Adding more (semi)landmarks inevitably increases the spatial resolution and 
thus allows one to capture finer anatomical details - whether relevant to 
the biological question or not. This can be advantageous for the 
reconstruction of shapes, especially when producing 3D morphs by warping 
dense surface representations. Basic developmental or evolutionary trends, 
group structures, etc., often are visible in an ordination analysis with a 
smaller set of relevant landmarks; finer anatomical resolution not 
necessarily affects these patterns. However, adding more landmarks cannot 
reduce or even remove any signals that were found with less landmarks, but 
it can make ordination analyses and the interpretation distances and angles 
in shape space more challenging.

An excess of variables (landmarks) over specimens does NOT pose problems to 
statistical methods such as the computation of mean shapes and Procrustes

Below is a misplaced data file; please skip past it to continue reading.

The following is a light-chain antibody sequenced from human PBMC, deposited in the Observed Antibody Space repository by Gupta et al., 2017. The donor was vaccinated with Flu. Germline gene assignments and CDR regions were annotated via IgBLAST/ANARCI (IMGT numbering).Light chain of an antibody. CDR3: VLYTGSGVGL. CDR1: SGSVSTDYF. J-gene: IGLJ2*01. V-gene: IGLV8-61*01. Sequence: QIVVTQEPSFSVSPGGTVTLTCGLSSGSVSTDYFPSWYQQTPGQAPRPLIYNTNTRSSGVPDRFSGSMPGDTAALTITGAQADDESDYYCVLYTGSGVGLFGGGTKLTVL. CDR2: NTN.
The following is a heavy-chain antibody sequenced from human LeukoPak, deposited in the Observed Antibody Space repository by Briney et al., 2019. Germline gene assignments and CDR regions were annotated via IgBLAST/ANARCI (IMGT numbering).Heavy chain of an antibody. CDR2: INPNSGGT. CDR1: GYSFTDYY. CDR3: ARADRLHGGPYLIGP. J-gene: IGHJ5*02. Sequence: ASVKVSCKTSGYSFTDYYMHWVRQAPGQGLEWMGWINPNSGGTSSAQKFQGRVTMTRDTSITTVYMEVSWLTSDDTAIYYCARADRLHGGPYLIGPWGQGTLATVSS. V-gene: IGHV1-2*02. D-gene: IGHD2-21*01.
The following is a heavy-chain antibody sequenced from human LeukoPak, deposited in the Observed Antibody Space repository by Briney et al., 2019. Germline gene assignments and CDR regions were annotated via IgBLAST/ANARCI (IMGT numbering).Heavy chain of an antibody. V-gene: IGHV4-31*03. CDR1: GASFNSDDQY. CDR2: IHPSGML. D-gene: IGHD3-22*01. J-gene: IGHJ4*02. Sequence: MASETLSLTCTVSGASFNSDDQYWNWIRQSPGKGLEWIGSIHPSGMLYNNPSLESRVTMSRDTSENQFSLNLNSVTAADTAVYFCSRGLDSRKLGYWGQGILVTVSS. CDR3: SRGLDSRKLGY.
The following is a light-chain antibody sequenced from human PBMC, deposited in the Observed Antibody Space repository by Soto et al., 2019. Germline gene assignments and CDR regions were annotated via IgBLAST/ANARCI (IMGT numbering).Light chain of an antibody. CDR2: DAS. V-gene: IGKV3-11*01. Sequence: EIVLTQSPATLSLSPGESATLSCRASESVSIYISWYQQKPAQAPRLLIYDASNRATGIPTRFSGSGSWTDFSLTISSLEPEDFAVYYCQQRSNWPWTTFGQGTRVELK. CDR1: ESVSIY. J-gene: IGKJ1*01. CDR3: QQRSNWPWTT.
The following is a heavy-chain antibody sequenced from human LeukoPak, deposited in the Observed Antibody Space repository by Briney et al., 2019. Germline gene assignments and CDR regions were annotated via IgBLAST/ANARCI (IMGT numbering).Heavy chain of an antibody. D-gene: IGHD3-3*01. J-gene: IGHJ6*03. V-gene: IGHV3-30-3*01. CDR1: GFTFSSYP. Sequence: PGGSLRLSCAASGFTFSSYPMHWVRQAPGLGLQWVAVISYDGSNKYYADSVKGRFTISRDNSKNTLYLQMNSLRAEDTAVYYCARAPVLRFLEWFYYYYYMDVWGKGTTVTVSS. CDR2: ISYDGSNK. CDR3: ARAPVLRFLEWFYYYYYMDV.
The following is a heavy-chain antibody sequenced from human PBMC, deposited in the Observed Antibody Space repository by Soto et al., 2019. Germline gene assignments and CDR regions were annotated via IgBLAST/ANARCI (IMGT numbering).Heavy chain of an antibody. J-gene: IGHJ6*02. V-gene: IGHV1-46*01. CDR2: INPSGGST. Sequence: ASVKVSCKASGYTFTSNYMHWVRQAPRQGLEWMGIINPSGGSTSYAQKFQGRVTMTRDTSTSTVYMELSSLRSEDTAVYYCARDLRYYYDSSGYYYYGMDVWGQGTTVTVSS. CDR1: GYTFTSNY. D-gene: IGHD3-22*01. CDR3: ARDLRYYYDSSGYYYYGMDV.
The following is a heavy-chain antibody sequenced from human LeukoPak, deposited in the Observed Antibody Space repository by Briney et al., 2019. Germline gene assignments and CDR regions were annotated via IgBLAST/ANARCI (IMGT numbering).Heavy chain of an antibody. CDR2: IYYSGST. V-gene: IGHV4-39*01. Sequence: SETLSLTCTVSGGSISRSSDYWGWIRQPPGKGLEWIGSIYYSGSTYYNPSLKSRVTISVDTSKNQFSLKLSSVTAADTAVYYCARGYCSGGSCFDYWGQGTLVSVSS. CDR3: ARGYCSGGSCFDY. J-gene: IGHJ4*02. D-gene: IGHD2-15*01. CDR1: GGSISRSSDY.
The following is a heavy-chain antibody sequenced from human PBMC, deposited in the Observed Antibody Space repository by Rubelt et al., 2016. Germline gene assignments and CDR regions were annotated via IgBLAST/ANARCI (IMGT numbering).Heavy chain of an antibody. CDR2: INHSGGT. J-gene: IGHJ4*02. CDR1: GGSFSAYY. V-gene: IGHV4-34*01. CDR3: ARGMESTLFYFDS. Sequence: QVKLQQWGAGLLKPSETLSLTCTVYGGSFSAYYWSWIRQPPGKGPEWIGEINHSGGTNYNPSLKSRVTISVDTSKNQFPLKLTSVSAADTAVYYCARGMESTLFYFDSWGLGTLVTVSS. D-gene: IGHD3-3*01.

distances, PCA, PLS, and the multivariate regression of shape coordinates 
on some independent variable (shape regression). These methods are based on 
averages or regressions computed for each variable separately, or on the 
decomposition of a covariance matrix. 

Other techniques, including Mahalanobis distance, DFA, CVA, CCA, and 
relative eigenanalysis require the inversions of a full-rank covariance 
matrix, which implies an access of specimens over variables. The same 
applies to many multivariate parametric test statistics, such as 
Hotelling's T2, Wilks' Lambda, etc. But shape coordinates are NEVER of full 
rank and thus can never be subjected to any of these methods without prior 
variable reduction. In fact, reliable results can only be obtained if there 
are manifold more specimens than variables, which usually requires variable 
reduction by PCA, PLS or other techniques, or the regularization of 
covariance matrices (which is more common in the bioinformatic community).

For these reasons, I do not see any disadvantage of measuring a large 
number of landmarks, except for a waste of time perhaps. If life time is an 
issue, one can optimize landmark schemes as suggested by Jim or Aki.



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